“I don’t believe that the opponents actually think that [homes are inhumane] because if they actually felt that…they would push for a better policy, but their policy, their solution right now is just to not do the [Tiny Shelter] project,” Chen told Scriberr News.
Additionally, Chen said the media portrays a stark age gap with the younger generation supporting the plan and the older opposing it. However, Chen said there have been older people in support of the project.
“I think there’s definitely something going on there where the older generation tends to have these more conservative values and they are immigrants, so they had this kind of bootstraps mentality that caused them to feel more inclined to not be as sympathetic towards the house-less as people because they believe that they worked hard to get there,” said Chen.
Los Angeles has been an urban hot spot for homelessness over the last decade. However, homelessness started to spread beyond into suburban areas. Arcadia has relatively few homeless people, but the number of homeless people increased by more than 600%, from 15 in 2018 to 106 in 2020.
The Arcadia City Council voted in February to study the installation of the Tiny Shelter Project funded by Measure H, the Los Angeles Homeless Initiative. If this legislation passes, the one-year program will house just over 100 homeless people in Arcadia. The proposed area to build these homes is near Peck Park, around five miles from City Hall.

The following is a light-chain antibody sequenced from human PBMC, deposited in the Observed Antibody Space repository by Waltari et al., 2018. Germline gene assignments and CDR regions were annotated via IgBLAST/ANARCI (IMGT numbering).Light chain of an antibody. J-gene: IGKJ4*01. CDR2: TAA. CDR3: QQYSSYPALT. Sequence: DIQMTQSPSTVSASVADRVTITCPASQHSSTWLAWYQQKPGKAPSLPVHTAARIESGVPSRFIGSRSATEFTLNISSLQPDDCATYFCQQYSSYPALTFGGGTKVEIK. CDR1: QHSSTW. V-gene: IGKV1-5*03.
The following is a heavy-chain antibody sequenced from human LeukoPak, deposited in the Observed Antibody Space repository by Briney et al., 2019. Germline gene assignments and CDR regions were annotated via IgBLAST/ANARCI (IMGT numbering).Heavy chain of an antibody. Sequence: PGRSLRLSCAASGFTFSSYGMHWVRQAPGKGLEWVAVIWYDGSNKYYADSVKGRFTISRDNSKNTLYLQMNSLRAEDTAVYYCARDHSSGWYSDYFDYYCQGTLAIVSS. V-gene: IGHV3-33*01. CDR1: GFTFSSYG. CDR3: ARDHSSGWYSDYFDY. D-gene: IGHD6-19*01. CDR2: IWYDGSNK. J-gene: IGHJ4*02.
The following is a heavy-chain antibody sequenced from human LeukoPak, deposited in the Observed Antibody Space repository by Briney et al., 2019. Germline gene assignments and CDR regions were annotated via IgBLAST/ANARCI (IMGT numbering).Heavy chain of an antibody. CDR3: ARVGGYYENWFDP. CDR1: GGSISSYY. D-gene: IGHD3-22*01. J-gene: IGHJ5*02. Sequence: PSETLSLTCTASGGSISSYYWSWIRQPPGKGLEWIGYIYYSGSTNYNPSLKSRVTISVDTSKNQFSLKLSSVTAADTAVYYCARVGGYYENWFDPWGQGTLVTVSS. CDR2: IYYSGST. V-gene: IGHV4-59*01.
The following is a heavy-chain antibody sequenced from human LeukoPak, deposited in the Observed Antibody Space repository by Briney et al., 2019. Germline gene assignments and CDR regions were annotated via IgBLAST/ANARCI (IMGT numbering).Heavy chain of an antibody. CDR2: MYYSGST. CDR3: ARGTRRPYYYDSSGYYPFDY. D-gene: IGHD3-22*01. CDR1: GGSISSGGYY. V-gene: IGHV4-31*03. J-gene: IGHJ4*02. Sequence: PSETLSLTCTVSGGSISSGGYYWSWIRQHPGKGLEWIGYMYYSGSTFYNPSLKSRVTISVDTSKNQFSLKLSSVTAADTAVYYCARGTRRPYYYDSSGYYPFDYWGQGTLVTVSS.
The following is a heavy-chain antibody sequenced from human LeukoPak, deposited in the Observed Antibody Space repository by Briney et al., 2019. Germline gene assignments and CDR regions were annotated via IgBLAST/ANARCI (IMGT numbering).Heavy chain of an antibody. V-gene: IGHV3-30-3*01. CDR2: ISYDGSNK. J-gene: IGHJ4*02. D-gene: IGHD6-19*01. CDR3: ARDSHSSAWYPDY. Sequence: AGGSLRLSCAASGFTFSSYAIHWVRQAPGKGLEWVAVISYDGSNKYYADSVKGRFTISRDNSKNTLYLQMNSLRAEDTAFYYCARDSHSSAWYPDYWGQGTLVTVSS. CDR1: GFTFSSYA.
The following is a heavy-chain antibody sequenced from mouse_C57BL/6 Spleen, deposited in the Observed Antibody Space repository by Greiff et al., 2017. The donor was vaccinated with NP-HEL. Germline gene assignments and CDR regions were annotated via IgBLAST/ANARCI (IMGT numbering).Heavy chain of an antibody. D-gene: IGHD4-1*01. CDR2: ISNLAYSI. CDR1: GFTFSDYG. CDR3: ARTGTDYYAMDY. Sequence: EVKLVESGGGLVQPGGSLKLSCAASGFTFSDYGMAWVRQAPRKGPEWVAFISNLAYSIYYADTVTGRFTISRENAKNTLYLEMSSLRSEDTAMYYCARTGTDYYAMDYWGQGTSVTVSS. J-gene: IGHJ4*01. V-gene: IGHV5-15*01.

“But I think the kicker in the whole thing is the fact that the property proposed is not Arcadia property, it’s county property,” said councilmember Beck. “It’s a property that’s owned by and controlled by the county, and the county can do whatever they want there.”
The Tiny Shelter Project has been tabled indefinitely. According to Arcadia Mayor Sho Tay, “You cannot assume shelter is a problem. If those people have mental issues, they need mental help. You cannot just put them in a tiny house. That’s not the issue. So that’s why I tabled it and decided to do more in-depth study to find out what is the root cause of this problem.”
In Venice, California, there have been many reports of the homeless attacking others. The latest occurred on June 8 when a security guard was attacked in the back parking lot of Arbor Collective after he asked the homeless man to leave the premises. Known as “T,” he sustained various injuries from the assault and was beaten with a broken glass bottle. He said the homeless man was under the influence.
Following the pause, Council Mayor Pro Tem Paul P. Cheng said there will be seminars and forums instituted to educate residents on the issues of homelessness.
“If you look at the city of Pasadena, they have shelters, and they do not have encampments or an increase in homeless in their city. Since they started, they have implemented a housing-first approach. Their numbers have gone down over 50% and they maintain that they continue to go down every single year, while the rest of the San Gabriel Valley will see increases,” according to Verlato.